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Photo’s and Text for, “Dealing with Cones and Spheres Encroaching on my Desert Landscapes.”

April 29, 2010



         I glanced into my rearview mirror, but it was gone.  Another desert landscape painted and then discarded.  It was no great loss.  It was not even a small loss.  I discarded or lost most of my landscapes.

My odometer read one, three, three, six, one and eight – – I’ve been driving this car for many years. The trip meter read two, three, four – – It’s been a while since I last bought gas.  The last mile marker I passed read one, two and zero – – This number means nothing to me.  I search the horizon for mountains, grasping for meaning, but I see none.  My eyes flick back to the mirror and then straight ahead.

There is a point on the horizon where the asphalt of the two lane highway and the desert become one.   Behind this shimmering oasis, a glass-walled factory produces mile markers, approximately one every fifty-two seconds.  They leap out of the factory like salmon from a waterfall.  It is my job to sit at the end of this production line and count each one.  Losing track is bad, because it means you have to start counting over again at the number one.  One is bad.  One hundred is good.  So far in the past three hours I’ve only been able to reach sixteen.  That’s bad.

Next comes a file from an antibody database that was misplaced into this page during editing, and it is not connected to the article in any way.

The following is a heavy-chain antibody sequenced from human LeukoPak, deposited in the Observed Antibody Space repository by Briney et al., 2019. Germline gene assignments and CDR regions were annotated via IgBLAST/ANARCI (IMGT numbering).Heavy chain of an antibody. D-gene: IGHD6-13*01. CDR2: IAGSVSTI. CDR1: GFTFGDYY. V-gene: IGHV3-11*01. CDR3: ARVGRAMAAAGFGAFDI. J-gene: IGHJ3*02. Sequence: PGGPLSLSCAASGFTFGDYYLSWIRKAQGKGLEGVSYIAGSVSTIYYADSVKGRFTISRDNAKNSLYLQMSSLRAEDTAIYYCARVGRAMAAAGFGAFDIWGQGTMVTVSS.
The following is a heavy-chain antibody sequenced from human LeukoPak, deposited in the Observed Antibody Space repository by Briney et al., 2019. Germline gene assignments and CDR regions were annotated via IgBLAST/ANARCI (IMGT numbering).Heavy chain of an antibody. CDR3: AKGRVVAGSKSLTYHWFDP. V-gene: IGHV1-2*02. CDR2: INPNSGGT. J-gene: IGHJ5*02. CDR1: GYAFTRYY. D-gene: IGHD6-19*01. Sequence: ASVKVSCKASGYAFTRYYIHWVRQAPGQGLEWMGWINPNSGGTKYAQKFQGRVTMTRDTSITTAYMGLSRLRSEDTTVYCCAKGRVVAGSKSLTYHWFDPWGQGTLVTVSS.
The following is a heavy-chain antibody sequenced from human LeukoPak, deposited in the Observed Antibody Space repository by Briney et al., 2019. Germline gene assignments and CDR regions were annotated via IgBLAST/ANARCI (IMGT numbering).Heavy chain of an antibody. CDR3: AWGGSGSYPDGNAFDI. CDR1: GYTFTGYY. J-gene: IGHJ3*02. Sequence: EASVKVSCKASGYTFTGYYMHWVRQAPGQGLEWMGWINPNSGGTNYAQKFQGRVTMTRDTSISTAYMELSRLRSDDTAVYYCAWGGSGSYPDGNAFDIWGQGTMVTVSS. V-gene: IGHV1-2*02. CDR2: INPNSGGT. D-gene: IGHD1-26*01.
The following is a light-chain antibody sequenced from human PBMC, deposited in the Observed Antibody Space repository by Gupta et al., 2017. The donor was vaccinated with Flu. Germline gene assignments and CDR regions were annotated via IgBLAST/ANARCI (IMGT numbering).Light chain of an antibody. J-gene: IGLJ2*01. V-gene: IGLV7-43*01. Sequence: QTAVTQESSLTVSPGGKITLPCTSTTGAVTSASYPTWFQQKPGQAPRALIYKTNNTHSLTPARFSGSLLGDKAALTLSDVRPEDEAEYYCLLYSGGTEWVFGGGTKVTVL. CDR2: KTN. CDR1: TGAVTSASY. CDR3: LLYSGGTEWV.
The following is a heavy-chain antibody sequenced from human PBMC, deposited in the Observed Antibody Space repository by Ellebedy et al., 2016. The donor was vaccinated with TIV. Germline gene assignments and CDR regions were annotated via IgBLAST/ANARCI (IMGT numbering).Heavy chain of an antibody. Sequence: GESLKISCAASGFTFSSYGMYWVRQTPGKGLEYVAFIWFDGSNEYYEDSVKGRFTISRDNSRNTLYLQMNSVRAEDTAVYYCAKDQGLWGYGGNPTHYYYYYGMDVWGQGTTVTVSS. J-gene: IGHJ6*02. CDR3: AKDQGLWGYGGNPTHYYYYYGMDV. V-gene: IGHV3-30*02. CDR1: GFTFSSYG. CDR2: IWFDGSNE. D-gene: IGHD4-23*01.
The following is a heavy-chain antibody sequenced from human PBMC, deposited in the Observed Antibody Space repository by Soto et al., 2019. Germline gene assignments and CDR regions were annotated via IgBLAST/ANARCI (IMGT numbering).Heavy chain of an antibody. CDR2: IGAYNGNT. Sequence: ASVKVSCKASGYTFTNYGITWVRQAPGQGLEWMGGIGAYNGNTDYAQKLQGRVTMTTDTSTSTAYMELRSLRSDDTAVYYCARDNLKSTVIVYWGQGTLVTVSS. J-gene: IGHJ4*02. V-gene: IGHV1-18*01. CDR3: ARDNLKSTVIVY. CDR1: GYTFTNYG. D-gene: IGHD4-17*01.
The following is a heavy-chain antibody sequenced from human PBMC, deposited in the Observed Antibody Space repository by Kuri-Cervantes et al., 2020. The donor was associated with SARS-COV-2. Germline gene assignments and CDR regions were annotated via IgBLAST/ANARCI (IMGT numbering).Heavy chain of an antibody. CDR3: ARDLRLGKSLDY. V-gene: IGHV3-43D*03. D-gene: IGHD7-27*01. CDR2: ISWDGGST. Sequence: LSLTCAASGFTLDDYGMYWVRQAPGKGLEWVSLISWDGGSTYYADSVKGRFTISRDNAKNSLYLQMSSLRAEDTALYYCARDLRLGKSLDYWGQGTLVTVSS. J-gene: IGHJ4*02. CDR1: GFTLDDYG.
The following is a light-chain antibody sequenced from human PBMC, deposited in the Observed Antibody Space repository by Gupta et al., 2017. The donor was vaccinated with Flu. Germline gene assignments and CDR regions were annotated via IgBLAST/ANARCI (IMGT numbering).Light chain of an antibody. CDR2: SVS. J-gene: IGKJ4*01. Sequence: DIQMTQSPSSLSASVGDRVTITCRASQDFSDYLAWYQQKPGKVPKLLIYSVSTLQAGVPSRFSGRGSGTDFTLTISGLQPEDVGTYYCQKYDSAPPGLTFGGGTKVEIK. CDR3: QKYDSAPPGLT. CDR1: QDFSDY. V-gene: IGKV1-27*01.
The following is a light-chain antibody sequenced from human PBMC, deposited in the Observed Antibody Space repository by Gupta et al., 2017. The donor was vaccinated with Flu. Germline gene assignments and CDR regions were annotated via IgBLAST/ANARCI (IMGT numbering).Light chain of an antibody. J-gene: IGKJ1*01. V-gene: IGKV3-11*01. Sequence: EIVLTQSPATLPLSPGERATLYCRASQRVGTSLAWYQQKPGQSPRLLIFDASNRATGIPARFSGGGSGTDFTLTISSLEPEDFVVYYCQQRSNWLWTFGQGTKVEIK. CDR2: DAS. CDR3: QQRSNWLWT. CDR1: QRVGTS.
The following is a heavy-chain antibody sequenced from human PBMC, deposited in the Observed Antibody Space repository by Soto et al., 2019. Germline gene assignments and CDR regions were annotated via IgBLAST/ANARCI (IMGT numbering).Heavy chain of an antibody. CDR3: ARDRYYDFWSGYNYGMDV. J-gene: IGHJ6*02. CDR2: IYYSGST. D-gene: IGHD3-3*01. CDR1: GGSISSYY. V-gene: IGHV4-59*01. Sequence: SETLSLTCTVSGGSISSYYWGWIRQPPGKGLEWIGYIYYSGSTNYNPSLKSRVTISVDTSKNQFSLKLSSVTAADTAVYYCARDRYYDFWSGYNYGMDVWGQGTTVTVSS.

This time I only made it to twelve.  Through my driver’s side window, I see mountains peeking out of the southwest horizon.  I watch amazed, their size and distance wreaking havoc on my artist sence of perspective.  Though I had seen them on my previous drive, the sight is still a surprise.

The mile marker read one, nine, and two.  Again, I looked in my review mirror.  Those landscapes held many wonders, up close and far away, but sometimes finding beauty in the desert’s banality took imaginary cones and spheres.














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